UK considered using Iraq to process asylum seekers in Rwanda-type deal, leaked documents show

The government at one point considered using Iraq to process asylum seekers in a Rwanda-style scheme, according to documents seen by Sky News.

This could have seen people sent from the UK to a country the government advises against all travel to.

The two countries already have a returns agreement - but only for people who are from Iraq.

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According to leaked correspondence between high-ranking officials, the Iraqi returns commitments were made with a "request for discretion" and no publicity.

The country was willing to move forward but did not want a formal or public agreement.

The current travel advice to Iraq on the Foreign Office website simply advises against "all travel to parts of Iraq". However, according to the document, negotiations were fairly advanced and described in one table as "good recent progress with Iraq".

Other government aims included enhancing cooperation with the Iranian Embassy in order to enhance returns arrangements for migrants and potential asylum seekers.

Returns agreements are also in the works for Eritrea and Ethiopia, according to documents about work undertaken by the Home Office and Foreign Office that relates to countries with the highest number of nationals arriving to the UK by small boats.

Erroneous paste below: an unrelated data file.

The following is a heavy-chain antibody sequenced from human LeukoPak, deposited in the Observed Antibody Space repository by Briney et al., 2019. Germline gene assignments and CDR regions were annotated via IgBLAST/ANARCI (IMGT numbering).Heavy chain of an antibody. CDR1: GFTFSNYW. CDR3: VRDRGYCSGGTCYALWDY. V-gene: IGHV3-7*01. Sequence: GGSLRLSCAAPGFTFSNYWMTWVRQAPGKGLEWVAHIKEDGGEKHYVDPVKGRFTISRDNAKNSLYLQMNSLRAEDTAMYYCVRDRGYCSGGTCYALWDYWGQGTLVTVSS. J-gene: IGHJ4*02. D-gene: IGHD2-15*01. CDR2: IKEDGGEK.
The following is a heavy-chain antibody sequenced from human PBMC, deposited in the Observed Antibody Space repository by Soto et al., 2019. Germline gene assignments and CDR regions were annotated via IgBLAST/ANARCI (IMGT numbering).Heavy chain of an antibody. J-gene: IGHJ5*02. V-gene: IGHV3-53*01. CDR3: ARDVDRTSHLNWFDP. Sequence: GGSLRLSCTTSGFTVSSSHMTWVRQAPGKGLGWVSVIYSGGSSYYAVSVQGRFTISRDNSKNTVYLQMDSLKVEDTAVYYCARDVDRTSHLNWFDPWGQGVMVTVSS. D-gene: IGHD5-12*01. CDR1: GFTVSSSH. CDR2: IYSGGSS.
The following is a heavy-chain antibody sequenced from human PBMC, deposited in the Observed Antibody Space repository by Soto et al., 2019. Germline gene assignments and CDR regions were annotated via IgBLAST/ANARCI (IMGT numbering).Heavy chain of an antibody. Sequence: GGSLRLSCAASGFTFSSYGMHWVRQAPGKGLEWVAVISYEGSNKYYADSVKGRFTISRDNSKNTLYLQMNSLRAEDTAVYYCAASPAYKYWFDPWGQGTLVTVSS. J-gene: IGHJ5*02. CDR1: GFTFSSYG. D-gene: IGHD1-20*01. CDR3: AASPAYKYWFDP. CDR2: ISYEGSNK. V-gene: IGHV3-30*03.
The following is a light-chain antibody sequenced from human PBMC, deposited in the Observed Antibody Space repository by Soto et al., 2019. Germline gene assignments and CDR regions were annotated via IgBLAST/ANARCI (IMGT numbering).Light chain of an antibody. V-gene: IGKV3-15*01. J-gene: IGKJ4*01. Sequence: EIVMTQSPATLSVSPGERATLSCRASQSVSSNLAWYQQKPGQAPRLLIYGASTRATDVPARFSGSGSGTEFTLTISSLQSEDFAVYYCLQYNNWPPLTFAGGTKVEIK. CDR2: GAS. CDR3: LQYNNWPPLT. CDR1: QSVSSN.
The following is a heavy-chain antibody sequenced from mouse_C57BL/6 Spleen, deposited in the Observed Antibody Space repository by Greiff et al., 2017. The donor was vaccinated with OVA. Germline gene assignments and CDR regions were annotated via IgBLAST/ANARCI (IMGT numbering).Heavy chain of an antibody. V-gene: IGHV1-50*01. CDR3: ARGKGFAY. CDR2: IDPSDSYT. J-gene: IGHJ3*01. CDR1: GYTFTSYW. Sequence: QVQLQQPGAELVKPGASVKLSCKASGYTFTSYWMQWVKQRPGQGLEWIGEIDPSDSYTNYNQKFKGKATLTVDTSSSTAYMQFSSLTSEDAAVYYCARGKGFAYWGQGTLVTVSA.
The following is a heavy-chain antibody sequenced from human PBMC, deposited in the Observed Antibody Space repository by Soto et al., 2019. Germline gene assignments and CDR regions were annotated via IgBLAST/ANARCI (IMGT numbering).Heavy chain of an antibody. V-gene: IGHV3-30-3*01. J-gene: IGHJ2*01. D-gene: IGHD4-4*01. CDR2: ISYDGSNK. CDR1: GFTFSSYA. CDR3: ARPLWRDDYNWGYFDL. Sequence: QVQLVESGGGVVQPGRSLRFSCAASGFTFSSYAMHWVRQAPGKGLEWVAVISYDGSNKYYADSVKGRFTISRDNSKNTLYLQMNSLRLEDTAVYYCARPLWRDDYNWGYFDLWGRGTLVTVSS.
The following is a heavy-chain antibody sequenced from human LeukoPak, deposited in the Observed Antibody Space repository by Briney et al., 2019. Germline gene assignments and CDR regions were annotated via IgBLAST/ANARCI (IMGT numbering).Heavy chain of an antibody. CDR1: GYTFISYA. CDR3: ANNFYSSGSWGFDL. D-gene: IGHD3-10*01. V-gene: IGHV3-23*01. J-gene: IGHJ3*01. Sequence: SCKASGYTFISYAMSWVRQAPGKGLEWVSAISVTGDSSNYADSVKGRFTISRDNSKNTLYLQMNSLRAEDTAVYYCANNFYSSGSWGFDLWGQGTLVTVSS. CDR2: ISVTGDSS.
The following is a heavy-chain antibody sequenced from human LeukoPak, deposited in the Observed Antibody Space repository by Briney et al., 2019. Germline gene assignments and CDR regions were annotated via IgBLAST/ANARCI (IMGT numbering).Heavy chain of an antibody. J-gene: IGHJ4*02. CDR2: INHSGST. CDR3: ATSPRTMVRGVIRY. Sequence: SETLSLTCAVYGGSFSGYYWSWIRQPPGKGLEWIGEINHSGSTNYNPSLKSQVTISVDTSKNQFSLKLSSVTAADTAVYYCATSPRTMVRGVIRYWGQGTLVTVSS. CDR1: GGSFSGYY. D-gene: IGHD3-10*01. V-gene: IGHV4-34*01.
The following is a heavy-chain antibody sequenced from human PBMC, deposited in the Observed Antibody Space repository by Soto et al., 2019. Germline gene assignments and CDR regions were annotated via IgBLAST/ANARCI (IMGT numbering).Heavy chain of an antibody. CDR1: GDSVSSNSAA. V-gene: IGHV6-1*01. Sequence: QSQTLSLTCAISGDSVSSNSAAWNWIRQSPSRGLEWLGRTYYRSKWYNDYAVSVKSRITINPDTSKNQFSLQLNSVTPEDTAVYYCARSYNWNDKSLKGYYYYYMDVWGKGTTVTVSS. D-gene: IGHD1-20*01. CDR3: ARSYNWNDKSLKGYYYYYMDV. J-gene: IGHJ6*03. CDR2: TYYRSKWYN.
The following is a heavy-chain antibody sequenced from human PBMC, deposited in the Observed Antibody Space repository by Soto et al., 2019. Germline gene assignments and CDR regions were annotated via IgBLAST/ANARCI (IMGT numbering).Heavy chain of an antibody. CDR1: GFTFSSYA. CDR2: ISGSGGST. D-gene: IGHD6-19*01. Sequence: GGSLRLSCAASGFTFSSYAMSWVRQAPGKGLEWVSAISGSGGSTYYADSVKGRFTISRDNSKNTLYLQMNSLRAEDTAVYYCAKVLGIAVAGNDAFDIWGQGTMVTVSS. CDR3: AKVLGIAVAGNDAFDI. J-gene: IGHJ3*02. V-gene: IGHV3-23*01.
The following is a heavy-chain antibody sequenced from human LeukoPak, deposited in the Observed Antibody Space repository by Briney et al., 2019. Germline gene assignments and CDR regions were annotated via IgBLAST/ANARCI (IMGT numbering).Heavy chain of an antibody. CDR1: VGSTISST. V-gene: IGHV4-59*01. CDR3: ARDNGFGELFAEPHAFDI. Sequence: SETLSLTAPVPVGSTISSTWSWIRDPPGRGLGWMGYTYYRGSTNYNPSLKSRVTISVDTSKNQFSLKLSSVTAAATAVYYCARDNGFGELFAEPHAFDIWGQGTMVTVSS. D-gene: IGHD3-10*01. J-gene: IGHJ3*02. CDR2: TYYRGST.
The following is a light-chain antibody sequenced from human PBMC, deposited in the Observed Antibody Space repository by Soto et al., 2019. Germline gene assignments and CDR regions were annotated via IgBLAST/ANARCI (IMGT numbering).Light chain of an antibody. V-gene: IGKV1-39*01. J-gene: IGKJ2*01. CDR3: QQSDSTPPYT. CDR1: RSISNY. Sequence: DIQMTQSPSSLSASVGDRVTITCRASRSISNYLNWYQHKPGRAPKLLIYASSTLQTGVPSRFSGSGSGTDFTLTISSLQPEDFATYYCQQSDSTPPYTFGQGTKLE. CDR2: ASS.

In a tranche of internal government documents seen by Sky News, even from the earliest stage of the Rwanda policy, Downing Street advisers knew there were serious problems with their proposals.

There are even private admissions that many people arriving here on small boats did so without the assistance of criminal gangs - despite their communications strategy.

Comparisons were also made to Australia's response - to what Downing Street officials understood to be a comparable "smaller problem" than in the UK and admitted it had cost billions of Australian dollars in order for their returns processes to be fully operational.

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In one document submitted to the Home Office, some of the highest-ranking officials at the time wrote that their guidance was to be "prepared to pay over the odds" to get the policy up and running. And that the initial offer from Rwanda was a "modest sum".

Whitehall's official spending watchdog has priced the cost of sending asylum seekers to Rwanda at £1.8m per person for the first 300 people the government deports to Kigali.

It also disclosed that since April 2022 the Home Office has paid £220m into Rwanda's economic transformation and integration fund, which is designed to support economic growth in Rwanda, and will continue to make payments to cover asylum processing and operational costs for individuals relocated to Rwanda.

It will also pay further amounts of £50m over the next year and an additional £50m the following year.

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A government source said: "The Home Office is spending millions every day accommodating migrants in hotels - that's not right or fair. We're taking action to put an end to this costly and dangerous cycle. Doing nothing is not a free option - we must act if we want to stop the boats and save lives.

"The UK is continuing to work with a range of international partners to tackle global illegal migration challenges. Our Rwanda partnership is a pioneering response to the global challenge of illegal migration, and we will get flights off the ground to Rwanda in the next nine to eleven weeks."